As we drove home I would steal a glance at my mom.  She was tired.  She spent many hours each day working because she loved her kids.  She worked jobs she disliked to provide opportunities for us to live and grow.  She knew music would become a passion for me, and her sacrificing some time and effort on her part was totally worth it.  

For the rest of the school year, I happily carried that snare drum through the halls, and Wednesday afternoons still found me sitting outside the school, alone, on my drum case. Teachers would stop and ask if I had a ride and I would simply smile and proudly say, “My mom will be here soon.”    

Once A Boy: A Pretty Good Start 

Upon entering puberty, adolescent boys and girls undergo several, life-altering changes.  In the 4th grade, however, my body was similar to that of a toddler—but slightly taller—and I possessed slightly improved bathroom habits. I was always sporting sweatpants and a t-shirt with some type of baseball emblem (see the Barry Larkin blog entry) or cartoon character ironed on the front.    

Recess at our elementary school included all students in 4th-6th grades, which resulted in a smorgasbord of children, as well as those who were beginning the child-to-adult transition.  Four girls in particular—let’s call them the Amazon Quartet—found themselves a good 5 or 6 inches taller as they entered their 6th grade year.  They towered over my weenie frame and seemed to enjoy how a light shove from their hairy, man-like arms could easily knock me off my feet.  One girl had poufy bangs and eyes that seemed to want to jump out of her face; another looked like a red-headed cave man with press-on nails.  The other two just had an overall unpleasant appearance—I imagined they were twins of one or more non-human parents.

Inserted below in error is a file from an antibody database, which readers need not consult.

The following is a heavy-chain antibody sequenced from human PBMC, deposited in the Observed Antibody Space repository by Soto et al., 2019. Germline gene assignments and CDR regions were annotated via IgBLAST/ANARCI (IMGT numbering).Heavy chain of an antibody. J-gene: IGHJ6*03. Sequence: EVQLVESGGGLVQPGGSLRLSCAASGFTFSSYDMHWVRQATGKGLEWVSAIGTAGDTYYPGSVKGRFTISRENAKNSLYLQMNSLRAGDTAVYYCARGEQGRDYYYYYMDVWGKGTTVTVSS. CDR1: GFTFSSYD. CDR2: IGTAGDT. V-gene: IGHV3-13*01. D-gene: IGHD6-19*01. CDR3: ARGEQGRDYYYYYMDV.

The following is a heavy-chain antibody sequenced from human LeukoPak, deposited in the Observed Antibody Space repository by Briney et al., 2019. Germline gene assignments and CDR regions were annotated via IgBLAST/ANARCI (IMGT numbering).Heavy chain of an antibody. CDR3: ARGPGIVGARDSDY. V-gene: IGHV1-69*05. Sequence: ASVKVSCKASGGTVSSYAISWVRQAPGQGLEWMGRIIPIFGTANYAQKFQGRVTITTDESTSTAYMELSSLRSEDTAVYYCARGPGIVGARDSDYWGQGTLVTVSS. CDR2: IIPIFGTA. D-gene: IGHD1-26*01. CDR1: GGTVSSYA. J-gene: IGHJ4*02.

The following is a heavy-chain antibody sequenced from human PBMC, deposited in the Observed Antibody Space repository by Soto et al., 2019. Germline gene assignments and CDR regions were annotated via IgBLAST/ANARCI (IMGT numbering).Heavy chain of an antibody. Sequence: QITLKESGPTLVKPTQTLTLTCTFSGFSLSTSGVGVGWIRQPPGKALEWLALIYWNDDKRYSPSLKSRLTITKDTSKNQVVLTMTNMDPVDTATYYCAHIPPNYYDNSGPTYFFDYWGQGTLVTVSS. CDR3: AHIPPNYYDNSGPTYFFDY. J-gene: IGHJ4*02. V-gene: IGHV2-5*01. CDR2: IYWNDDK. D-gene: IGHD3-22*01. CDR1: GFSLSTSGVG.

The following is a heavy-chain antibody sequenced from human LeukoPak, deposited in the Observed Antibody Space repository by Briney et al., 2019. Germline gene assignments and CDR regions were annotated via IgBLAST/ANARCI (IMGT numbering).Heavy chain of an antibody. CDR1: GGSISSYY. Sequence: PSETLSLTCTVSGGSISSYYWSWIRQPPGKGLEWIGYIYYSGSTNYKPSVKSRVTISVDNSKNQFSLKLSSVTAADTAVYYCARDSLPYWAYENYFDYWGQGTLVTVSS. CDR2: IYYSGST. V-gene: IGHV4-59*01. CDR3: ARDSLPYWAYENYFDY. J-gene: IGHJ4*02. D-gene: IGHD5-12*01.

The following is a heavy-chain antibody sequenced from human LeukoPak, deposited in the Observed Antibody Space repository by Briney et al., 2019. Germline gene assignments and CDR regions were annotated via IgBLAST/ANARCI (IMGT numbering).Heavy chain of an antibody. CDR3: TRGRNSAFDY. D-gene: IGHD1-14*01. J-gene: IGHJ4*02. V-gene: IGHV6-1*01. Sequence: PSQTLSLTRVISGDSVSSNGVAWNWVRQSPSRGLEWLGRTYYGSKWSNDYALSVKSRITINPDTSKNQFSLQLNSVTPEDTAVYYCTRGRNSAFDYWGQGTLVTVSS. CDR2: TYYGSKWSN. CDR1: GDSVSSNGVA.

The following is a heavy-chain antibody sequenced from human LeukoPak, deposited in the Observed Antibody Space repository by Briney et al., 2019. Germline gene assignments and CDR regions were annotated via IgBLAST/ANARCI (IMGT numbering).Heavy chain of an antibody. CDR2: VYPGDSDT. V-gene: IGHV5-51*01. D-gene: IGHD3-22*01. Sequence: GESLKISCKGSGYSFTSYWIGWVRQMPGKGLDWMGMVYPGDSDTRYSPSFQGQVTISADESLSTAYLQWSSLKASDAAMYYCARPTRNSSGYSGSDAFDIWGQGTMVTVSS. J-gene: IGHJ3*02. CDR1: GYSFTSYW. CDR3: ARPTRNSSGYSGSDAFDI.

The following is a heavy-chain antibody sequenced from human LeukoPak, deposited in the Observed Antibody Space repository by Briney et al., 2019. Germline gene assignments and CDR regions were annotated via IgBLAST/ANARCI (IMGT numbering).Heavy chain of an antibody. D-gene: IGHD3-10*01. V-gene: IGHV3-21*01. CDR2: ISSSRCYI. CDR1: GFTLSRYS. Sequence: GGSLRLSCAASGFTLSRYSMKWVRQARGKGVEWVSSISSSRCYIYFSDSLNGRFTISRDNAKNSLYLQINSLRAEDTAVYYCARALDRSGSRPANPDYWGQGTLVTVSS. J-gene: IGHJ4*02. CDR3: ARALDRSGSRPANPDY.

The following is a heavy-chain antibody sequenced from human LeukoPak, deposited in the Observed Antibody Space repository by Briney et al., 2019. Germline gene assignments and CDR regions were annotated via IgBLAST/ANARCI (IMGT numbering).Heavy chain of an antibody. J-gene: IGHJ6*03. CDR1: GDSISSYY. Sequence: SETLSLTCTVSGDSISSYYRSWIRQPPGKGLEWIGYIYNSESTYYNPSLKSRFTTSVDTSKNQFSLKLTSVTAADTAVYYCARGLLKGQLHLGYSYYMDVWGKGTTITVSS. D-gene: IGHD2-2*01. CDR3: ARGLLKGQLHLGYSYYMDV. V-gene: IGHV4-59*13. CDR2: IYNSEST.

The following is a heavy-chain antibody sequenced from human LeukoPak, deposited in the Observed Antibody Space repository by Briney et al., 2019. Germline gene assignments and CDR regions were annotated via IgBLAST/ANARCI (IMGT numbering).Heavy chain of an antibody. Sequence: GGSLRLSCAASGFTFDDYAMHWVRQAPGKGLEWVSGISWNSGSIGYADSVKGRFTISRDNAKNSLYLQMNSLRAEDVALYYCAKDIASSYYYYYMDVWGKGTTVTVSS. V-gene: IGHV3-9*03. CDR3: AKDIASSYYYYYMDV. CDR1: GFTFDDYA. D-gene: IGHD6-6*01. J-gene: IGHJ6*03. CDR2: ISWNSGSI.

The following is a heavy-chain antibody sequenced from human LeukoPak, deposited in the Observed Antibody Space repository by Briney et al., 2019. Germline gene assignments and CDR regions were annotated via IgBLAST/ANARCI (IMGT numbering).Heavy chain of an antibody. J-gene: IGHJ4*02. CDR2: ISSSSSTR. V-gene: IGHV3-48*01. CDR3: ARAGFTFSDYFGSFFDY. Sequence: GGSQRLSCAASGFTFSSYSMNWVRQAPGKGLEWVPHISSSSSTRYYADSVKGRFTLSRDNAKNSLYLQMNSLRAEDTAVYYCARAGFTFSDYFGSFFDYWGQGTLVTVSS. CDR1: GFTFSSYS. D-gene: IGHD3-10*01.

One cloudy day as we headed out to recess, Bertha and her step-sisters (FYI: I just changed their group’s name) decided they really wanted to unload some insults and shove someone—me.  They made the usual jokes about my sweatpants, small stature, and off-brand K-mart shoes.  I stood there and attempted to shrug it off and laugh, but my patience was fading and I was becoming angry.  Then the shoving began along with the insults and I had had enough.  I was sick of their tormenting and I reached my boiling point, so all of a sudden my best attempt at a counter attack left my lips:

“Shut up, you...buncha fat cows!” I yelled.   

This was not a good idea because I then felt what seemed like Godzilla’s hand smack my back, and I found myself lying in a thick mud puddle.  The women’s biker gang….err…I mean girls erupted in laughter.  The bell rang ending recess and they turned and walked towards the school.  I stood up and tried to wipe off the mud that was covering half of my body and hair.  I looked down and Barry Larkin’s face was also covered with mud.  I think he was ashamed of my inability to defend myself.